The Second World War also left traces on Vlieland. Almost immediately after the capitulation, the Germans started building fortifications. The coastal battery, built by the Royal Navy, known on Vlieland as the Fort, was taken into use and expanded by the Germans. And on the West an antiaircraft battery was built by the Kriegsmarine.
In the first years, the German fortifications were mainly intended for German air defense and aimed against English bombers flying over on their way to German cities. From 1942, the Germans started building the Atlantic Wall, and for this purpose they were also built on Vlieland. Three bunker complexes are being built in the sea defense dunes, the main purpose of which is to repel a possible Allied landing. Also on the rest of the island, the occupying forces continue with the bunker construction.
Wn 12H is the only one of the scaffolding built on Vlieland that has been preserved, the others have been demolished or ended up on the beach due to dune erosion. For a long time the entire complex was hidden under the dune sand, but with the efforts of many volunteers, the bunkers and trenches were excavated and restored. Bunkermuseum Wn 12H has been open to visitors since spring 2020.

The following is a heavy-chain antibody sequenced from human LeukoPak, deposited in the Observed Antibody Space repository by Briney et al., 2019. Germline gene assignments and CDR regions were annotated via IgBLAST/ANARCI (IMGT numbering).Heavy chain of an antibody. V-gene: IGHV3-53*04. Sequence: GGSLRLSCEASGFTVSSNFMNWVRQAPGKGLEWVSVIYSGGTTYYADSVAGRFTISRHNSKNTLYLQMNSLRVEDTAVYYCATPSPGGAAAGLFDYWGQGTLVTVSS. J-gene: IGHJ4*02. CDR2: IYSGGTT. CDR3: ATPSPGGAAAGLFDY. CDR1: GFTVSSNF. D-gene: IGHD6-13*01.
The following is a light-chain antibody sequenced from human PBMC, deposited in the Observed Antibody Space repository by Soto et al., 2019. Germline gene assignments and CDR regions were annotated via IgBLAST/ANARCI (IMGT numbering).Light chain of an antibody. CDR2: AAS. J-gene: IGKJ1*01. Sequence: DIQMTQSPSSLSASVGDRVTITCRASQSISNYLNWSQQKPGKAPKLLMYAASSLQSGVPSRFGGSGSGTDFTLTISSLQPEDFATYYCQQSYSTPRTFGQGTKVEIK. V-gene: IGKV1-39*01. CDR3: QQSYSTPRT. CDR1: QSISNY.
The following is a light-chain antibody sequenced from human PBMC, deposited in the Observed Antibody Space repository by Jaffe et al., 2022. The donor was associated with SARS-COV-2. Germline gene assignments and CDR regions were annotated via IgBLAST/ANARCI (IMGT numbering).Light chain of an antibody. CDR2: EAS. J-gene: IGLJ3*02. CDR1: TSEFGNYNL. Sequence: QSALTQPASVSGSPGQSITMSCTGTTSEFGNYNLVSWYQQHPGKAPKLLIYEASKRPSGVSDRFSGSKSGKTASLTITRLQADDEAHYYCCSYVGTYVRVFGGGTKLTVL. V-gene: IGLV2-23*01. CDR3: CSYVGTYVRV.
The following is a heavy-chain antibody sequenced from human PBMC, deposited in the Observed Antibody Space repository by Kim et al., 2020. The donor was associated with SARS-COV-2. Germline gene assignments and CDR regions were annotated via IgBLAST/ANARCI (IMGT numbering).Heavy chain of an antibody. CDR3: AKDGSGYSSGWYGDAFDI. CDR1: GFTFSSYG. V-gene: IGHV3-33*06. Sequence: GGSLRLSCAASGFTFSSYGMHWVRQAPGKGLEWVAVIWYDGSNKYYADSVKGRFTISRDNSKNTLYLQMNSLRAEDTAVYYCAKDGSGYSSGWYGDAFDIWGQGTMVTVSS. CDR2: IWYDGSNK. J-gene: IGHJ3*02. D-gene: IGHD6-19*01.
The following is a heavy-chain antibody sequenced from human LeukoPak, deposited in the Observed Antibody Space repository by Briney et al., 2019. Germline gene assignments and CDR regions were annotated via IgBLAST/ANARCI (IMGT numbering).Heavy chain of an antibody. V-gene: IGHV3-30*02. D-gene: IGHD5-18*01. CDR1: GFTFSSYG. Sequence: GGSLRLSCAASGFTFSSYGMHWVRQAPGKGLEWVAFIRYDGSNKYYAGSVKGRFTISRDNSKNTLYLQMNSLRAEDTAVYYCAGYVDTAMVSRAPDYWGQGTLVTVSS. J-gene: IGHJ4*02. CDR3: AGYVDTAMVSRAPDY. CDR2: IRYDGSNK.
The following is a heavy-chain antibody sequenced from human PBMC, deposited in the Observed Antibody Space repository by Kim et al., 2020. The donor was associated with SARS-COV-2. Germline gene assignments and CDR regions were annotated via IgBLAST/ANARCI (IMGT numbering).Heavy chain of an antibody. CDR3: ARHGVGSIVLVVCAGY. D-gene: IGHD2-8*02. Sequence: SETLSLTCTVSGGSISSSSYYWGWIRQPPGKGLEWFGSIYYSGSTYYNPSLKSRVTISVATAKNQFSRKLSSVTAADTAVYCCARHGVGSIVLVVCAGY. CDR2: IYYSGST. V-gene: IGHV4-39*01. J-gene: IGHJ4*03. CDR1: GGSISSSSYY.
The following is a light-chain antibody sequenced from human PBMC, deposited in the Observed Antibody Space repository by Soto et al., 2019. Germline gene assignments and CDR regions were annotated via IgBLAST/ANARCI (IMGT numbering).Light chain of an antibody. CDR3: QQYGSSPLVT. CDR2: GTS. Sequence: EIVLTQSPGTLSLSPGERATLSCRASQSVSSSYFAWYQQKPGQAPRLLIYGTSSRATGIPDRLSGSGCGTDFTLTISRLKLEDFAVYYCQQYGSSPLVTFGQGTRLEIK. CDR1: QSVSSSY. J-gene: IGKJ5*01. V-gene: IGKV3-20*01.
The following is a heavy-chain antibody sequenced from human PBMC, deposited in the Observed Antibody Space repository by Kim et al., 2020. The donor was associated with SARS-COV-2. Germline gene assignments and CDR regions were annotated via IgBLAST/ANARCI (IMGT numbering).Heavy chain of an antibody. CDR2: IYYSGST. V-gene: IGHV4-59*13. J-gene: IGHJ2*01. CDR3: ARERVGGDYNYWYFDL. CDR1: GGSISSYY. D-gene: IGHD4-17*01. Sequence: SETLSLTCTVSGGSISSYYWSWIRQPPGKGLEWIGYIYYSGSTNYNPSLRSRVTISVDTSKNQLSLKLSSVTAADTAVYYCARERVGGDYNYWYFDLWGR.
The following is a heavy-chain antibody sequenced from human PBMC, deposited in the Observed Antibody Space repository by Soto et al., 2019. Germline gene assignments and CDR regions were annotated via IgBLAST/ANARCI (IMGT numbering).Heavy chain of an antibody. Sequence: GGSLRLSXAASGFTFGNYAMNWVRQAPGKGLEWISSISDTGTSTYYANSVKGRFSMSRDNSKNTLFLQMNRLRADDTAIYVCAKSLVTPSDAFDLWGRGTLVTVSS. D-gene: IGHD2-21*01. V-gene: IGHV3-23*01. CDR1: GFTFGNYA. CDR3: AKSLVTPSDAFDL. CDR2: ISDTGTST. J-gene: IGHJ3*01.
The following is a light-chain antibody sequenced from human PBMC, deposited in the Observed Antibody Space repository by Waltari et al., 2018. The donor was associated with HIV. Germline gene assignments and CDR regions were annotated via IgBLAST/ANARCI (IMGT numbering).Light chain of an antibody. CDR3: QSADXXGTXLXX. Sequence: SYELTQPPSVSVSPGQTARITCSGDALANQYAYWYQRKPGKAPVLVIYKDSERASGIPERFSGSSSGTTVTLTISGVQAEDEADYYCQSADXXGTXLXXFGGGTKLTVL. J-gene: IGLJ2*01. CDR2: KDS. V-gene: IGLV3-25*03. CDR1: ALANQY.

The reception bunker contains an extensive exhibition about life and events on and around Vlieland during the Second World War and about the how and why of the fortifications. A short film about the war years on the islands and the Atlantic Wall will also be shown.
This is followed by a walk through the trenches and bunkers, along the viewpoints and the gun emplacements. Many documents, photos and objects are also on display in the eleven bunkers. The outdoor museum contains a few large objects from the war years, including a medium-weight anti-aircraft gun.
Bunker Museum Wn 12H is an insightful and tangible reminder of a period in history that should never be forgotten.
For current visiting hours, please visit the website of the museum.
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